Thanks to dedicated donors, staff, volunteers, and the support of the government of Liberia, we’ve been able to stabilize the situation for the chimpanzees. And while we will continue to pressure the Blood Center, we cannot wait any longer to begin the next phase of planning for the long-term care of the chimpanzees in Liberia. The Richardson Center is generously providing support to help us get this effort off the ground. Continuing to work closely with the Liberian Institute for Biomedical Research and agencies within the government of Liberia will also be a critical part of this effort. We hope to partner with these institutions to create a sanctuary that meets high accreditation standards, similar to others in Africa and the United States.

The establishment of a high quality chimpanzee sanctuary—which would be the first ever in Liberia—will help not only the chimpanzees abandoned by the Blood Center, but also other animals in the country who are victims of the bush meat and pet trades. Well-run sanctuaries also have the added benefits of promoting wildlife conservation through the support of law enforcement, education, and public awareness campaigns, and providing opportunities for local communities through capacity building, employment, and tourism.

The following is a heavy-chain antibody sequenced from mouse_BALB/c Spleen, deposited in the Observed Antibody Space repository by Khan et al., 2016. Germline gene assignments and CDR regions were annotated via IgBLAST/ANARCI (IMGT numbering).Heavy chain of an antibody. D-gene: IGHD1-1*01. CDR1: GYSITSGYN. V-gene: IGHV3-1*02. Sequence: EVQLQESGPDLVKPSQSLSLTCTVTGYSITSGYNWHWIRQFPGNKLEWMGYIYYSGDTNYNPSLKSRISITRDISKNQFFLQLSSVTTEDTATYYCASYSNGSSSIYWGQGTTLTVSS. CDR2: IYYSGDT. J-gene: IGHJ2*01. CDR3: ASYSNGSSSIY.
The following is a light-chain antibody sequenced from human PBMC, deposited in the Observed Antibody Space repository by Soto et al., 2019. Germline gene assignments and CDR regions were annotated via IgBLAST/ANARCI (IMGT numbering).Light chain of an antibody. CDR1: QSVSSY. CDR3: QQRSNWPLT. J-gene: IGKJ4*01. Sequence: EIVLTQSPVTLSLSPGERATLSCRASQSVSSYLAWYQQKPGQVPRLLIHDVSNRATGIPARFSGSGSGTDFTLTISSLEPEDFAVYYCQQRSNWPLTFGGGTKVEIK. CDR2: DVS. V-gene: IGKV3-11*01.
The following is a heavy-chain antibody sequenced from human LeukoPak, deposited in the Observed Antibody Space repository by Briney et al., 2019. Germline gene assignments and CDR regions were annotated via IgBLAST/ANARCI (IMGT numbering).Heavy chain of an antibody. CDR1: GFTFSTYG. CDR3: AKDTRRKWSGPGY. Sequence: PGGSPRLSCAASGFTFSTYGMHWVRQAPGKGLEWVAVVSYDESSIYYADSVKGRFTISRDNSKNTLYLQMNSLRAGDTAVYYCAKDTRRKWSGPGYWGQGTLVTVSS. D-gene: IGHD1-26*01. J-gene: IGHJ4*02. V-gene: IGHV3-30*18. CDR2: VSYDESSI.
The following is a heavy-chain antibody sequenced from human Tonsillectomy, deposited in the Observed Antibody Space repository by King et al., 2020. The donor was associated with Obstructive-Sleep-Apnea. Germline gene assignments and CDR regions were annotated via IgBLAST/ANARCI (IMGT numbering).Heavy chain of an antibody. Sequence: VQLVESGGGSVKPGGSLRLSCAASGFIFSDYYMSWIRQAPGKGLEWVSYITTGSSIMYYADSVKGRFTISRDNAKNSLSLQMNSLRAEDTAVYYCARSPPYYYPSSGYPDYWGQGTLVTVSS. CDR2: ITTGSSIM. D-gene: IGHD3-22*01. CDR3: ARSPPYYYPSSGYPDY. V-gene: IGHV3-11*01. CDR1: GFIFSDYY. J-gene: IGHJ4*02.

It’s great to have Governor Richardson on our side, and active. We are honored to work with him, and we know he’s now poised to add to his record of accomplishments for animals. We will keep you updated on our progress and hope we can count on you to help us in our efforts to give these chimpanzees the life they deserve, and to ensure that the Blood Center plays a significant financial role in making it a reality.

Help the abandoned chimpanzees in Liberia »

Animal Rescue and Care, Animal Research and Testing

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  1. Angela Proper says:

    Thank you for continuing to support these precious animals and for holding the NYBC accountable!